First impression on unpacking the Q702 test unit was the solid feel and clean, minimalist styling.
I really like blowing things up. In most situations this statement would land me in prison, where making things explode would be limited to the warden's anger, but thankfully I have my PS3 and Warhawk to help with this slight aberration, letting me enjoy the soothing art of explosions.
- Simple to get online and play, Good controls
- Not enough depth to feel completely satisfied with the game
Although the game leaves you feeling like there could have been more, it's hard to deny the intense, dizzying feeling of the overall game-play.
Price$ 99.95 (AUD)
Though Warhawk has a great presence and features intense online combat experience, there is not nearly enough stuffing to fill things out to make it feel like a full-fledged game.
An Elephant On A Landmine
Going online is delightfully painless and simple, and as soon as you join a game, your character will spawn at your chosen drop point. Immediately, there is no doubt you are at war; bullets are flying by your head, bombs are exploding off in the distance, and a thick cloud of smoke billows out of a burning building.
All of this is great, but being dropped immediately into the action leaves you somewhat bewildered and doesn't give you that feeling of connection to the game. What truly makes so many other MMOs in this genre so great is empathizing with what I'm fighting for and knowing why I'm playing when I'm trying to capture a flag or a zone.
When you start running around to get a handle on the layout of the map--there are plenty of maps here to keep things fresh--you'll be looking for weapons, tanks, jeeps, and yes, Warhawk planes to thwart the enemy with. This is without a doubt the game's greatest strength. It requires a bit of strategy to actually utilize all of the weapons and vehicles at your disposal. For example, if you are caught in a game of capture the flag, then zooming around the skies in an airplane may not give your team the greatest advantage to bringing home the flag. Without a doubt though, piloting a Warhawk is more tempting than watching an elephant tap-dance through a field of landmines.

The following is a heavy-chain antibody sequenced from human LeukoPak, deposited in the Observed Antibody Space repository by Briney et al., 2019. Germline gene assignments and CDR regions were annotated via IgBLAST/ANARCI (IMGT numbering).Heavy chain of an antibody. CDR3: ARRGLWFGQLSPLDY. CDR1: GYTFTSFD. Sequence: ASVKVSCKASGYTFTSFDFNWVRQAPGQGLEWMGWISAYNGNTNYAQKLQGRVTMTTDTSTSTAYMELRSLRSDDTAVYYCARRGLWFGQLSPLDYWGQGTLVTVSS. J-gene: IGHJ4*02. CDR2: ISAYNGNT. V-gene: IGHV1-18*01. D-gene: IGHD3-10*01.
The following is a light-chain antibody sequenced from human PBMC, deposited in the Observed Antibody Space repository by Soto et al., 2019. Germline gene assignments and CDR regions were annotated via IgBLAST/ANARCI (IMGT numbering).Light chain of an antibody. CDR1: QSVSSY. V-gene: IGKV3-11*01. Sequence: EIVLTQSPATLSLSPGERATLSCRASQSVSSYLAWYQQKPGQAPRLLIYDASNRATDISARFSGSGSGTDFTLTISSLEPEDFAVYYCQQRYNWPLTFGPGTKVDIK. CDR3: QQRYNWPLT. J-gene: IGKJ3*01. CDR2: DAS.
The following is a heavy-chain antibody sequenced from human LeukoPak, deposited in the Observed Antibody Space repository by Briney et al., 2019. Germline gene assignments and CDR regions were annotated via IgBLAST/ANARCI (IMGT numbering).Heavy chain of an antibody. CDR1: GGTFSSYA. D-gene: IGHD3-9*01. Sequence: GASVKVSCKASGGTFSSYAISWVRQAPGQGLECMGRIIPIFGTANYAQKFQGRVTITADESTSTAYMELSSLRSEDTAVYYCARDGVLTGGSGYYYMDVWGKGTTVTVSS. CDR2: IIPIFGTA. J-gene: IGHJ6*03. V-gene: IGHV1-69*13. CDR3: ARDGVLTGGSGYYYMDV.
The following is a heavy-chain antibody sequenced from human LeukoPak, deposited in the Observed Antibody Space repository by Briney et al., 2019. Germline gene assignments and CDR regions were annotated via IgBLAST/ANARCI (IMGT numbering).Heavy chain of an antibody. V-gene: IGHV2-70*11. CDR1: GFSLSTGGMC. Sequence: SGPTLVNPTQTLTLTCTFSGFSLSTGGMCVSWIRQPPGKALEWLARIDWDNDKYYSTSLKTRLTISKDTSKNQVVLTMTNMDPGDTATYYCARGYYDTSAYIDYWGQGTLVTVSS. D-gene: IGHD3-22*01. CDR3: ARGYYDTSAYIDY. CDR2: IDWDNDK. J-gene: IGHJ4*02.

The Dizzying Heights of Six-Axis
The flying aspect of Warhawk is what truly defines it and sets it apart from other third-person combat MMOs. There are plenty of planes scattered across the battlefield, and as soon as you make your selection and climb onboard, the plane starts hovering. Hold down the R2 button and you vehicle will rise up into the clouds. When you're at a safe height, tap the triangle button and the Warhawk converts to flight mode and you're ready to tear up the skies.
There are plenty of power-ups floating around the skies to grab that should not be missed; if you're caught without them, it will make taking on a dogfight next to impossible. It truly is a dizzying experience to rush through a tunnel of concrete, nearly hit a tank broadside, and pull back on the controller to head straight into a loop followed by a barrel roll.
The controls for the plane are everything they should be, and echo most every other aspect of the game: a tightly polished product that is simply intuitive. Though the action became intense and sometimes frustrating, I was always ready to jump right back into the mix. The lack of off-line play is the one thing really hurts the experience. Expansion packs for vehicle and character customization are scheduled for release via download in '08, so hopefully that will keep things fresh. The Blu-ray version of the game does come with behind-the-scenes extras and a Bluetooth headset, but with a cheaper price tag at the Playstation store, why spend the money?
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GGG Evaluation Team
For work use, Microsoft Word and Excel programs pre-installed on the device are adequate for preparing short documents.
The Fujitsu LifeBook UH574 allowed for great mobility without being obnoxiously heavy or clunky. Its twelve hours of battery life did not disappoint.
The screen was particularly good. It is bright and visible from most angles, however heat is an issue, particularly around the Windows button on the front, and on the back where the battery housing is located.
My first impression after unboxing the Q702 is that it is a nice looking unit. Styling is somewhat minimalist but very effective. The tablet part, once detached, has a nice weight, and no buttons or switches are located in awkward or intrusive positions.
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